Diamond Notch Falls in the Catskills

Diamond Notch Falls a great family hike

This short hike from a remote trail head in the Catskill Mountains has it all. Diamond Notch Falls will give the young hiker a “wilderness” feel with a lot to see along the way. The reward after the 0.86-mile almost level walk is one of the prettiest waterfalls in these mountains.

View from the base of the falls

Diamond Notch Trail

As you make the 0.86-mile hike along the West Kill Creek, make sure you look off the trail to your left and see the old foundations and walls from past farming. Also, in spring check out all the flowers, especially the Purple Trillium.

Purple Trillium in Spring in the CatskillsScott L. | copyright Challenged Hiking
Purple Trillium in Spring in the Catskills

As you approach the junction with Devil’s Path look to your left and in the woods, you’ll find an abandon horse tie used when this trail was popular as a horse trail. The signpost has a metal cover which was there to protect the old trail register that was once here.

Trail sign at Diamond Notch FallsScott L. | copyright Challenged Hiking
Trail sign at Diamond Notch Falls with metal protection

Diamond Notch Falls

The double falls is a sight to behold and with the flume above (which is a great place to cool your feet) makes this a popular and short hike. Plan to share it with other people.

The flume above Diamond Notch FallsScott L. | copyright Challenged Hiking
The flume above Diamond Notch Falls

If the kids have the energy (or the interest) you can add another 0.8 miles (round trip with a 400-foot climb) and head to the Diamond Notch lean-to.

Diamond Notch Lean-toScott L. | copyright Challenged Hiking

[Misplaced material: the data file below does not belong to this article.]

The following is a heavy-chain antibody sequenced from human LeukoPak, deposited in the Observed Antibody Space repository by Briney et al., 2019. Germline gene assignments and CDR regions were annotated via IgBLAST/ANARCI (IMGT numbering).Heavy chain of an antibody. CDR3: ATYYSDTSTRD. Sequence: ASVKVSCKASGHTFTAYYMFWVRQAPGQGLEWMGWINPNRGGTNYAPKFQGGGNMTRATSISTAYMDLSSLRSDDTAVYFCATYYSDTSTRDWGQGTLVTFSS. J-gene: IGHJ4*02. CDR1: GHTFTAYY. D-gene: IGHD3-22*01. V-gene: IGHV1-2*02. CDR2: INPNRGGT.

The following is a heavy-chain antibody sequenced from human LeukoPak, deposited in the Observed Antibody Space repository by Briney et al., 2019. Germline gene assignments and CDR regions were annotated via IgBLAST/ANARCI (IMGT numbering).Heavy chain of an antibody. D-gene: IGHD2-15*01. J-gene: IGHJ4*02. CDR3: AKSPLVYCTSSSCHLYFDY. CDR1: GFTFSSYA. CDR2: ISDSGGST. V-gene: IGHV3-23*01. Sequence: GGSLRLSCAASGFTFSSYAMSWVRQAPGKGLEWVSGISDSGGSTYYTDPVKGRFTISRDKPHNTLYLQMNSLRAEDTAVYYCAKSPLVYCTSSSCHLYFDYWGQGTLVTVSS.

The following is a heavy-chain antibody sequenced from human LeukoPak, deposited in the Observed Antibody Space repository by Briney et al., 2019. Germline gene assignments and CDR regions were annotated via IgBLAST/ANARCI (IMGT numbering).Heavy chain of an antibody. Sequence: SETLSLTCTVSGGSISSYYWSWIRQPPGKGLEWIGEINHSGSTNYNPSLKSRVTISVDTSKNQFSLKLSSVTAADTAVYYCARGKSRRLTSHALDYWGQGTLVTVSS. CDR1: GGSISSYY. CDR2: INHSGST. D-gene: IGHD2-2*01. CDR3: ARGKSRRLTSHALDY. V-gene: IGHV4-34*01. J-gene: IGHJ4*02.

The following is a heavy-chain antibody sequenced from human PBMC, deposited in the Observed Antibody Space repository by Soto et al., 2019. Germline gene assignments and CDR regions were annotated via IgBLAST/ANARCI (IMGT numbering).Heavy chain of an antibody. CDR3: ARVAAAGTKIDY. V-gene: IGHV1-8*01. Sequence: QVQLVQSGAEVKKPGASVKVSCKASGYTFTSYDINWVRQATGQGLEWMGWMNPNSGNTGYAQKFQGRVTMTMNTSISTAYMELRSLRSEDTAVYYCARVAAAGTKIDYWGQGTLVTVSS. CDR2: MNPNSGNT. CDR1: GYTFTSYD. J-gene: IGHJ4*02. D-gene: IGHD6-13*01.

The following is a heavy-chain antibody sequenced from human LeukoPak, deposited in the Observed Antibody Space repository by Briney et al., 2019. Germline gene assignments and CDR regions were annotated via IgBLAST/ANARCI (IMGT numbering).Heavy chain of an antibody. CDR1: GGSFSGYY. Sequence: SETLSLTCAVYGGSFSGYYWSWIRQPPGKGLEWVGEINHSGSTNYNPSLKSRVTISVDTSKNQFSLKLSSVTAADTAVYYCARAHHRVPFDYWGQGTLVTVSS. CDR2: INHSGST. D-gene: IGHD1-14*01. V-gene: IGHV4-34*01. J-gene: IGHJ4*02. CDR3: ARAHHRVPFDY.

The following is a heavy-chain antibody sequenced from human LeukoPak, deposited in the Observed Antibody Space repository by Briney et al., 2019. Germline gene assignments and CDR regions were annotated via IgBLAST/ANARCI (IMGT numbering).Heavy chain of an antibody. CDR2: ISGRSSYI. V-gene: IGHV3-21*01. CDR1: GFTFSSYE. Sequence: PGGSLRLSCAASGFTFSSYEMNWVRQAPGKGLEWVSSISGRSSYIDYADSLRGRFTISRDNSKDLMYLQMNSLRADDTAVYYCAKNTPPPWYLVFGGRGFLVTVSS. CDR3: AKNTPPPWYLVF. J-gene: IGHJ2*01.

Diamond Notch Lean-to

Another spot is just upstream from the falls. In times when water is plentiful a few hundred feet upstream on the north side of West Kill Creek is another smaller cascade. If the falls are too crowded it may be nice to visit this one also.

Return the way you came for a total of 1.72-miles.

Trail head parking for Diamond Notch Falls

The trail head is at the end of Spruceton Road 6.8 miles from its intersection with NYS Route 42. (42.182385°N, 74.269997°W)

Some notes on the falls:

  • The flume at the top of the falls is deeper than it looks and it goes over the falls
  • The swimming hole at the bottom of the falls is also deeper than it looks
  • The climb down to the stream from the north side of the trail can be difficult for some children
  • At a time of high water (i.e., during spring snowmelt) the falls may be too dangerous to walk to on top
  • At times of drought, the falls may disappoint
  • In the shoulder seasons (late fall / early spring) ice and snow may be present

Video from the top of falls

Last Updated on by Scott L.

Get in the discussion...